Property tax in Denmark second highest in EU

Top three EU countries outdistance rest of EU countries

Denmark makes it a habit to be at the top of many lists and now it can add to its laurels the distinction of being one of the EU countries with the highest property tax.

Politiken reports that Denmark is second only to the UK for highest real estate taxes. The news comes from a report on property valuations until 2011 compiled by the government’s expert committee headed by Peter Engberg Jensen, former Nykredit director.

The report further shows that the top three countries – UK, Denmark and France – outdistance the other European countries that have a more lenient taxation policy.

“[The top three countries] have a significantly higher level of property taxation as a share of GDP than the other European countries,” the report states.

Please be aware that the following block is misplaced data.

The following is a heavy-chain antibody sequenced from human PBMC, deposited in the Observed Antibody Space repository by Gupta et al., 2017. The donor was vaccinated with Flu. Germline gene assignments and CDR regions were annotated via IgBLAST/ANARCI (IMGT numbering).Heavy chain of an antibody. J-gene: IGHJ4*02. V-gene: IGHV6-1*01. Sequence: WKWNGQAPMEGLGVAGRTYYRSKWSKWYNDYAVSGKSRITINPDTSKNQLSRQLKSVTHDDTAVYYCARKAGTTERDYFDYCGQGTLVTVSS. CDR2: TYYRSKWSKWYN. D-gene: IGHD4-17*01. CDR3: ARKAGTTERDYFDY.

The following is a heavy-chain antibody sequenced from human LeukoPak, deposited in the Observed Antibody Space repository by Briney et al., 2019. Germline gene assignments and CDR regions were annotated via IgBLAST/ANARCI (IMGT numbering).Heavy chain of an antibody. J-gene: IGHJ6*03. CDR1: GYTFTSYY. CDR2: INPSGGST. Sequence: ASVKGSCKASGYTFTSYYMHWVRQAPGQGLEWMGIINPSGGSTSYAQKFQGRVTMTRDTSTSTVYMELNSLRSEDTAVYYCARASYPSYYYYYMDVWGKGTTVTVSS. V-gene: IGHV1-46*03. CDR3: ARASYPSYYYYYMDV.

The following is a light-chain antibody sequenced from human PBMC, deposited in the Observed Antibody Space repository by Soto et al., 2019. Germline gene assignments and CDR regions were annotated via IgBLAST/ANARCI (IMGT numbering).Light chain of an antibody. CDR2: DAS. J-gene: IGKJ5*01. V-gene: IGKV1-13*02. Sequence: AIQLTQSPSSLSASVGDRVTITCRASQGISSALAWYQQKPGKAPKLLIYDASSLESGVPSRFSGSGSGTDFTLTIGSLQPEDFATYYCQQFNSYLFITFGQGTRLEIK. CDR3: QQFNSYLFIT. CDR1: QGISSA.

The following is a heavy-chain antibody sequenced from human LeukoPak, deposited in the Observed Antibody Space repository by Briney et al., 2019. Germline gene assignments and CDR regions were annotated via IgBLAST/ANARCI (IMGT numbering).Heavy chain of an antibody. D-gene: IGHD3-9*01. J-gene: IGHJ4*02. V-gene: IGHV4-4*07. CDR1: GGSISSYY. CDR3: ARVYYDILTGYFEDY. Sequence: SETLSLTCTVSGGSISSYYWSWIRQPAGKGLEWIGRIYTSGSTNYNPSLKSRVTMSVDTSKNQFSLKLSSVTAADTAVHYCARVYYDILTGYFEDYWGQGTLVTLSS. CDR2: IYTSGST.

From the period between 2000 and 2011, which includes the tax freeze period, property taxes in Denmark rose from 1.7 percent of GDP to 2.1 percent. By comparison, the UK’s rate is 3.4 percent and France’s is 1.9 percent; in fourth place comes Belgium with 1.3 percent.

The reason that tax could continue to rise even during a tax freeze is because only the property tax was locked, but the land tax is legally allowed to increase by up to seven percent per year, Politiken reports.

Tax minister Benny Engelbrecht introduced a bill on Tuesday to freeze the Tax Administration’s property valuations since 2011. The valuation and assessments methods have been criticized in the past; however, the new proposed bill is also drawing criticism.